DENSO highlights the evolution of the ignition coil

DENSO is a long-standing leader in direct ignition technology that works in close cooperation with vehicle manufacturers around the world and, in 1996, developed the car industry’s first, compact stick type ignition coil, which is currently the most common ignition coil seen in the aftermarket

In today’s low emission and high-efficiency engines, the key to effective combustion is consistent, high-energy ignition output and the high voltage required for this ignition, generally between 10 and 40 kilovolts is provided by the ignition coil, which is a type of transformer that features primary and secondary coils of wire wrapped in layers around an iron core.

The role of the ignition coil is to transform the nominal 12-volts in a car’s battery into the thousands of volts that are required by the spark plug to generate the sparks needed to ignite the air and fuel mixture inside the combustion chamber, but where did it begin?

Although ignition systems have certainly evolved over time, particularly as they incorporate evermore electronics, they still bear the hallmarks of the original coil ignition systems that were introduced more than 100 years ago.

The first coil based ignition system is credited to the American inventor Charles Kettering, who developed it for a major vehicle manufacturer in 1910, by devising an electrical system that powered the starter motor and ignition at the same time. The battery, a generator and a more complete vehicle electrical system provided a relatively stable electrical supply to the ignition coil. Amazingly, this became virtually the only type of ignition system for petrol fuelled engines until electronically switched and controlled ignition systems started to replace mechanical systems, during the 1970s and 1980s.

First ignition coil system

The Kettering system used a single ignition coil to produce a high voltage, which was passed to a rotor arm that effectively pointed the voltage to a series of electrical contacts located in the distributor assembly (one contact for each cylinder) and then connected to the spark plugs with wires in a sequence that made it possible to distribute the high voltage, in the correct cylinder firing order.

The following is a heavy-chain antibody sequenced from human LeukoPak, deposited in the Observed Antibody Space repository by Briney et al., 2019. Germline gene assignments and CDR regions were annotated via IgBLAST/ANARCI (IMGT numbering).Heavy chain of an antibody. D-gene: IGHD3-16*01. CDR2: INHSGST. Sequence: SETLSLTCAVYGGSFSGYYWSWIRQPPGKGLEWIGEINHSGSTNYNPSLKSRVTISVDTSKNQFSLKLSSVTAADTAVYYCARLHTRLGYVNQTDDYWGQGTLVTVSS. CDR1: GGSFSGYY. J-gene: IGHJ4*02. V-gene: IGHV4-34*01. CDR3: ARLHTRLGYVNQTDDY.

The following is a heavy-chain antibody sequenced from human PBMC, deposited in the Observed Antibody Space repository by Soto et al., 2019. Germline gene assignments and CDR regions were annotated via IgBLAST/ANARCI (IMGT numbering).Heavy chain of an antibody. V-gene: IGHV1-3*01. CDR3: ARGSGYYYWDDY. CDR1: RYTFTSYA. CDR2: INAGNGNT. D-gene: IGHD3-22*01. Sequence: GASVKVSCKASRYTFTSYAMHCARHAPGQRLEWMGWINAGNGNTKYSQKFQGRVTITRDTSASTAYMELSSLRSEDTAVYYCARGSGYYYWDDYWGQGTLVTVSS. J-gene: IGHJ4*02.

Following the introduction of the first electronic ignition systems, another significant step came at the beginning of the 80’s with the development of the electronic control unit (ECU). With its arrival, instead of the high voltage for the spark being controlled by a mechanical rotation inside the distributor assembly, the ECU, using additional and more accurate engine operating information, such as crankshaft position and speed provided by various sensors, could dictate when this voltage should turn on or off.

Over time, demand for higher engine speeds and higher spark voltages resulted in the introduction of the distributor-less ignition system (DIS), which uses one ignition coil for each pair of cylinders and is completely controlled by the ECU, delivering high voltage directly from ignition coils fitted with an integrated igniter, to the spark plugs.

Then, in the nineties, came single DIS and coil on plug (COP) ignition coils, that are directly mounted onto the spark plugs, followed by the single ignition stick coil, which is still the type that is used on most modern applications today.

Although the quality of original equipment (OE) coils is very high, in common with many automotive components, over time they do deteriorate and must be replaced, but workshops considering fitting anything other than an OE quality replacement should think twice due to the important role they play, as without a fully functioning coil, the engine would simply not perform correctly.

DENSO Aftermarket offers the independent service and repair sector a range of OE quality ignition coils, which encompasses block, distributor, stick and COP types and is therefore able to cater for the needs of many applications.

DENSO ignition coils installation

Naturally quality is key, which is why DENSO ignition coils benefit from features such as diagonal winding of the second coil to reduce their size, cylindrical laminated cores that maximise the surface area and increase the voltage, resulting in a smaller and lighter design. They also make use of an insulated gate bipolar transistor, a power semiconductor device primarily forming an electronic switch, developed to combine high efficiency with fast switching (>1kV & >500A).

Further details of the DENSO ignition coil range are available in DENSO E-cat and Ignition product page.